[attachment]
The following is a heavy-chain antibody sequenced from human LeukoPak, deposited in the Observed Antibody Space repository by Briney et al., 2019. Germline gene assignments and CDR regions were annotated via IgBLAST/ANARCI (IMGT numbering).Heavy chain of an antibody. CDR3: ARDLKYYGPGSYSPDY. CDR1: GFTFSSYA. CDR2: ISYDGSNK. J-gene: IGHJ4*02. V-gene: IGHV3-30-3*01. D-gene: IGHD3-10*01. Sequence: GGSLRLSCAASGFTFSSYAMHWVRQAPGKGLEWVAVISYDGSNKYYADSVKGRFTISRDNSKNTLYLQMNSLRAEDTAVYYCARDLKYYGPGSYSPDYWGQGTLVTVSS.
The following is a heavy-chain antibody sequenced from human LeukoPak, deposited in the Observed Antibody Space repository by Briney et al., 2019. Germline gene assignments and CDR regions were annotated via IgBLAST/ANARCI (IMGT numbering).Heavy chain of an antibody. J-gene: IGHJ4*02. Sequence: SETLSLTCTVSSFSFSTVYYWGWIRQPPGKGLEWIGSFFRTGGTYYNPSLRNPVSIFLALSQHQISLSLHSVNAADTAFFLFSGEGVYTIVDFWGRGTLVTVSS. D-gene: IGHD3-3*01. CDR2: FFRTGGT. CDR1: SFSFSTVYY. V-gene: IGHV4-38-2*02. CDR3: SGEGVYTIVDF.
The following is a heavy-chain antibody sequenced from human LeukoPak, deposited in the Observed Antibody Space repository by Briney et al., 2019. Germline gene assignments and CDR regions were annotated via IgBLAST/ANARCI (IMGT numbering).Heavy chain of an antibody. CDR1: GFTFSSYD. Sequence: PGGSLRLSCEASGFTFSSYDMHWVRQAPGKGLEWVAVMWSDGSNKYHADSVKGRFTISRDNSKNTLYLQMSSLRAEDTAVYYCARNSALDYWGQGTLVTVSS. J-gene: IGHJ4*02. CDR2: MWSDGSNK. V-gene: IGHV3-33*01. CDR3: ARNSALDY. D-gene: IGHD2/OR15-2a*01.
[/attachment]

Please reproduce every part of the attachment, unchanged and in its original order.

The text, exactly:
The following is a heavy-chain antibody sequenced from human LeukoPak, deposited in the Observed Antibody Space repository by Briney et al., 2019. Germline gene assignments and CDR regions were annotated via IgBLAST/ANARCI (IMGT numbering).Heavy chain of an antibody. CDR3: ARDLKYYGPGSYSPDY. CDR1: GFTFSSYA. CDR2: ISYDGSNK. J-gene: IGHJ4*02. V-gene: IGHV3-30-3*01. D-gene: IGHD3-10*01. Sequence: GGSLRLSCAASGFTFSSYAMHWVRQAPGKGLEWVAVISYDGSNKYYADSVKGRFTISRDNSKNTLYLQMNSLRAEDTAVYYCARDLKYYGPGSYSPDYWGQGTLVTVSS.
The following is a heavy-chain antibody sequenced from human LeukoPak, deposited in the Observed Antibody Space repository by Briney et al., 2019. Germline gene assignments and CDR regions were annotated via IgBLAST/ANARCI (IMGT numbering).Heavy chain of an antibody. J-gene: IGHJ4*02. Sequence: SETLSLTCTVSSFSFSTVYYWGWIRQPPGKGLEWIGSFFRTGGTYYNPSLRNPVSIFLALSQHQISLSLHSVNAADTAFFLFSGEGVYTIVDFWGRGTLVTVSS. D-gene: IGHD3-3*01. CDR2: FFRTGGT. CDR1: SFSFSTVYY. V-gene: IGHV4-38-2*02. CDR3: SGEGVYTIVDF.
The following is a heavy-chain antibody sequenced from human LeukoPak, deposited in the Observed Antibody Space repository by Briney et al., 2019. Germline gene assignments and CDR regions were annotated via IgBLAST/ANARCI (IMGT numbering).Heavy chain of an antibody. CDR1: GFTFSSYD. Sequence: PGGSLRLSCEASGFTFSSYDMHWVRQAPGKGLEWVAVMWSDGSNKYHADSVKGRFTISRDNSKNTLYLQMSSLRAEDTAVYYCARNSALDYWGQGTLVTVSS. J-gene: IGHJ4*02. CDR2: MWSDGSNK. V-gene: IGHV3-33*01. CDR3: ARNSALDY. D-gene: IGHD2/OR15-2a*01.